Towlers Bay

Between Towlers Bay and Coasters Retreat there is a quaint, not commonly visited beach. There are no moorings, but good anchoring for up to five boats on a sandy bottom. Great in winter months, Portuguese Beach offers protection from westerlies and sunshine the minute the hot sphere emerges on the horizon.

The next bay south is supposedly Kay Cottee’s favourite, enough to grab my attention. Our first approach was in the dark but, in mid-winter, most of the 25 club moorings were easily available.

Most of the Towlers Bay is relatively deep but it drops off suddenly towards the beach, which greeted us welcomingly in the morning: sparkling sand, plenty of rock platforms, water trees with improvised rope-swings and a lagoon and grass lands to keep the kids’ entertained for hours.

After lunch on a friend’s boat, we went to explore the stone ruins of the old jetty in the north-east section of the bay. Our inflatable dinghy only just saved itself from death on the oysters. Ashore, we set off to explore the few leftover ruins of the old ranger’s cottage. In the olden days, he would walk from here to the Basin every day. His adventurous track is still around and I can not help but wonder whether back in the days he would have already seen the croissant or beer stop potential at the spots along the track with the most stunning views.

Beyond Morning Bay

The south western arm of this haven, Morning Bay, has plenty of room for anchoring too but stay equally alert of the depth as it shallows rapidly towards the head.

A small creek enters here. Exploring it on your dinghy at high tide, you might be surprised how far you can venture into the dense rainforest. Coming from the north, this is Pittwater’s last protected anchorages not filled with permanently moored vessels.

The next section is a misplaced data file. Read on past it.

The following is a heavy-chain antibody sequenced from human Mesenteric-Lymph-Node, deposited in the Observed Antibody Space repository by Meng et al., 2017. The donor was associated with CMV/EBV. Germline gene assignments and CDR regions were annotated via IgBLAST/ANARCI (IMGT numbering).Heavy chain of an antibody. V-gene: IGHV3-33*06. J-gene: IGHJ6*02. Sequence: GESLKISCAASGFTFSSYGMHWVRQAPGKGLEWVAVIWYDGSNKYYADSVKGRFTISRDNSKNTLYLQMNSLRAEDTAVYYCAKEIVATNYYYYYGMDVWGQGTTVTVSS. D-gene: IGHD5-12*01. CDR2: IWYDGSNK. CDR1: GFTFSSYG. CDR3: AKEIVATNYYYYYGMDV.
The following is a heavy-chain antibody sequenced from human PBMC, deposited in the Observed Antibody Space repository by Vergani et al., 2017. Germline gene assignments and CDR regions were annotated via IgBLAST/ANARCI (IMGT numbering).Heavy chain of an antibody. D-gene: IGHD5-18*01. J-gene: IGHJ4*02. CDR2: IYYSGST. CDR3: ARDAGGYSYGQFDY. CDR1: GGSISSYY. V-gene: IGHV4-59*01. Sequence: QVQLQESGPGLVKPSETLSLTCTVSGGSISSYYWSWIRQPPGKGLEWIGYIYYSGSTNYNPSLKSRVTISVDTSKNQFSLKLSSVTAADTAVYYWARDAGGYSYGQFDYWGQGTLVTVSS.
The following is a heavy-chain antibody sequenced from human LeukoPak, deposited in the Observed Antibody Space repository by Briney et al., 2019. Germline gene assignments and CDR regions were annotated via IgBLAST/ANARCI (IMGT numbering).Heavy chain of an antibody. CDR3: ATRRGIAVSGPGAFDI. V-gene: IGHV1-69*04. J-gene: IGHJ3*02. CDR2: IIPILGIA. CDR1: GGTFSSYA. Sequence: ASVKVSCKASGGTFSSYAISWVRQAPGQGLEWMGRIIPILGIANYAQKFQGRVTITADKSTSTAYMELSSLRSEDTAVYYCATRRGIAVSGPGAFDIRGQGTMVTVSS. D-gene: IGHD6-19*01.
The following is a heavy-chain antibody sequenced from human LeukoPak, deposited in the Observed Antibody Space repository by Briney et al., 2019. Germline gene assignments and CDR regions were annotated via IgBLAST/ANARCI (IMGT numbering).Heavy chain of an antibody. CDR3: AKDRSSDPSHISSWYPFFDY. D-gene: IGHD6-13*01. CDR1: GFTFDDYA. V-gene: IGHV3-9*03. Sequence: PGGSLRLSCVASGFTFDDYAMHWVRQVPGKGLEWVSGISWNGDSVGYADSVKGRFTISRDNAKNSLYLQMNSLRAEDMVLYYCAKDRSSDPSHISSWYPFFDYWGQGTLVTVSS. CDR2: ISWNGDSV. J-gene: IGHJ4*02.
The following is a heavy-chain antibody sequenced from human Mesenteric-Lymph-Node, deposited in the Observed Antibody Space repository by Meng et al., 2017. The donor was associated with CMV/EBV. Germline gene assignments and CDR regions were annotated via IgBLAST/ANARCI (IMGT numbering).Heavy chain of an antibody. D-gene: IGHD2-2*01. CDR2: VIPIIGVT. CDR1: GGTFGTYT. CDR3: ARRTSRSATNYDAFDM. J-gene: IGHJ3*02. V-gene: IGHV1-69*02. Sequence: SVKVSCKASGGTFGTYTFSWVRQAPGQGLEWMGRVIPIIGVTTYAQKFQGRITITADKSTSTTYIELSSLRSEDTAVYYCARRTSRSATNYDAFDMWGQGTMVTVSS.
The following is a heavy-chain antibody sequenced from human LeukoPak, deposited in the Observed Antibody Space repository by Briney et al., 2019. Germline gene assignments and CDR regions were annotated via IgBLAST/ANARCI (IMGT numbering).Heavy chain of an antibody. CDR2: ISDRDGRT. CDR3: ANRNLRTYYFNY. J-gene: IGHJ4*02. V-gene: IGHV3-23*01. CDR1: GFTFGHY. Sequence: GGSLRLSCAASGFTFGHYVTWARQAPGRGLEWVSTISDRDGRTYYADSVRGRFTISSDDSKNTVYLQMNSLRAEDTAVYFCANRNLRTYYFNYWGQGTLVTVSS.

As we prefer wild and rugged to busy, built-up and anchoring-restricted, we have not found a reason yet to sail to any other of the hand-spread bays reaching out from Scotland Island: McCarrs Creek, Elvina, Lovett and Little Lovett. Having said that, there are a few temptations, including the 20 minute bushwalk leading to the Elvina Bay waterfall past some early settlers’ graves; a hike at Flagstaff, behind Lovett Bay ferry wharf, with a creek, tiny waterfall, vast Pacific Ocean views and rocky outcrops at the summit; the 715 people community on mostly protected Scotland Island; and even Church Point’s bottle shop, general store and its banging, clanging, rocking and rolling melee of dinghies reflecting the more remote way of life dinghy-commuting residents have chosen.

Stories of falling overboard on your way home are so common, that unless you sink with your life’s savings, your wedding photo albums and your mother-in-law, they rarely even get told.

The whole east shore of Pittwater is also fitted with permanent moorings, houses, some beaches and the occasional ferry wharfs. As a basic rule here, consider that if the water was deep enough, there would be permanent moorings.

Some lunch stops

Before leaving Pittwater you will notice four more smaller beaches to the north west. None provides great protection.

Just north of the Basin, Mackerel beach is a nice lunch spot with a considerable variety of marine life inviting for a snorkel. The north end shoals rapidly.

Little Mackerel Beach is the home of the historic and picturesque labour council resort, formerly reserved to trade union members.

Resolute and Little Resolute Beach are both isolated little lunch time spots at best due to their openness to swell. If you can pick them on a westerly or calm day, they are, however, one of the crystal-clearest spots to swim before you leave Pittwater. There is also a fantastic walking track directly to West Head lookout for spectacular views.

Overall, Pittwater has ample 4G mobile coverage, plus convenient marinas, fuel, water and pump-out facilities, such as at the Royal Motor Yacht Club where members can also enjoy the heated pool, a 100 ton slipway and a variety of marine trade services on site.

Marginally further south, Royal Prince Alfred Yacht Club marina offers visitor berths and water for members and guests. Both places have enjoyable restaurants and generally around Pittwater’s civilised side, a café or pub is never far. This drastically changes when you head around West Heads into the more secluded parts of the mighty Hawkesbury River. Rugged, untamed bush await amongst quiet isolation one disrupted by lyrebirds singing their hearts out, inspired by sugar gliders, possums, wallabies, owls and bandicoots.